Perhaps it was just a kindly thought on her part to ask Austin Selwyn. It may have been the desire of having an author to lend an exotic touch to the gathering. Or, being a woman, she may have wanted an American to see her at the head of the table in two widely different settings.
Perhaps it was all three motives.
In preparation for the arrival of guests, ‘a certain liveliness’ pervaded the tranquil atmosphere of Roselawn. The tennis-court was rolled and marked; fishing-tackle was inspected and repaired; in view of the possibility of dancing, the piano was tuned; bridge deficiencies were made good at the local stationer’s; and gardeners and gamekeepers hurried about their tasks, while flapping game-birds signalled to trembling trout that the enemy was mobilising for the yearly campaign.
Roselawn differed little from the hundreds of English country-houses, the seclusion and invulnerability of which have played so great a part in forming the English character. A lodge at the entrance to the estate supplied a medieval sense of challenge to the outside world, and the beautifully kept hedges at the side of the mile-long carriage-drive gave that feeling of retirement and emancipation from the world so much desired by tranquil minds.
It was the setting to produce a poet, or a race of Tories. Once within the embracing solitude of Roselawn, the discordant jangling of common people worrying about their long hours of work or the right to give their offspring a decent chance in the world became a distant murmur, no more unpleasant or menacing than the whang of a wasp outside the window.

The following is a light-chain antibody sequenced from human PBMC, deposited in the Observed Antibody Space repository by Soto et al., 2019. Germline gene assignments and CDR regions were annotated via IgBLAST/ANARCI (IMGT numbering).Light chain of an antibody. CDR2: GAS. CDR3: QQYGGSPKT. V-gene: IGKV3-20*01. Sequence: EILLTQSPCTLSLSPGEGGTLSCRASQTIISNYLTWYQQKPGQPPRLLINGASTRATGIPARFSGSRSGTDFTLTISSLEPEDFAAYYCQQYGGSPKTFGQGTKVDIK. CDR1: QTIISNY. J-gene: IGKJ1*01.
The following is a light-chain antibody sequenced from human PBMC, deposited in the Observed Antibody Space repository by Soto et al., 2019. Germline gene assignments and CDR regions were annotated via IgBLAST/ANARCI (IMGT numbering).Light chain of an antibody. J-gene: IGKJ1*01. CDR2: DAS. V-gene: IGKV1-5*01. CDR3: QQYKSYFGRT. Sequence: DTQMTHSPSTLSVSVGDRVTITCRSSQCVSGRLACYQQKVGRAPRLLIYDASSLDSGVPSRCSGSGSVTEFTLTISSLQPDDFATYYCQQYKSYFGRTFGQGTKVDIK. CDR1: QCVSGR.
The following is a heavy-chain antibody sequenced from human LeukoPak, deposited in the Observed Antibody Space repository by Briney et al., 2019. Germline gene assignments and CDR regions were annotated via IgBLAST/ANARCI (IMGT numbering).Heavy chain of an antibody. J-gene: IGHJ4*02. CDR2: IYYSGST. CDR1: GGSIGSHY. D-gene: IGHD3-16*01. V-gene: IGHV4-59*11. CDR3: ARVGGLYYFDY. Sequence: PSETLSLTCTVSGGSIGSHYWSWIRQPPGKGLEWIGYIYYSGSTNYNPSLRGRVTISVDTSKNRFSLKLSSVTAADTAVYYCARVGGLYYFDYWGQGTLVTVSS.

Not that the inhabitants of Roselawn were any more callous or selfish than others of their class, for the record of the Durwent family was by no means devoid of kindly and knightly deeds. Tenantry lying ill were always the recipients of studied thoughtfulness from the lord and lady of the place, and servants who had served both long and faithfully could look forward to a decent pension until death sent them to the great equality of the next world.
If one could trace the history of the Durwent family from the beginning, it would be seen that among the victims of a hereditary system there must be numbered many of the aristocracy themselves. Caricaturists and satirists, who smear the many with the weaknesses of the few, would have us believe that the son of a lord is no better than the son of a fool; yet, if the vaults of some of the old families were to unfold their century-hugged secrets, it would be seen that, as Gray’s country churchyard might hold some mute inglorious Milton, so might these vaults hold the ashes of many a splendid brain ruined by the genial absurdity of ‘class’ wherein it had been placed. A boy with a title suspended over his head like the sword of Damocles may enter life’s arena armed with great aspirations and the power to bring a depth of human understanding to earth’s problems, but what chance has he against the ring of antagonists who confront him? Flunkeyism, ‘swank,’ the timid worship of the peerage, the leprosy of social hypocrisy, all sap his strength, as barnacles clinging to the keel of a ship lessen her speed with each recurring voyage.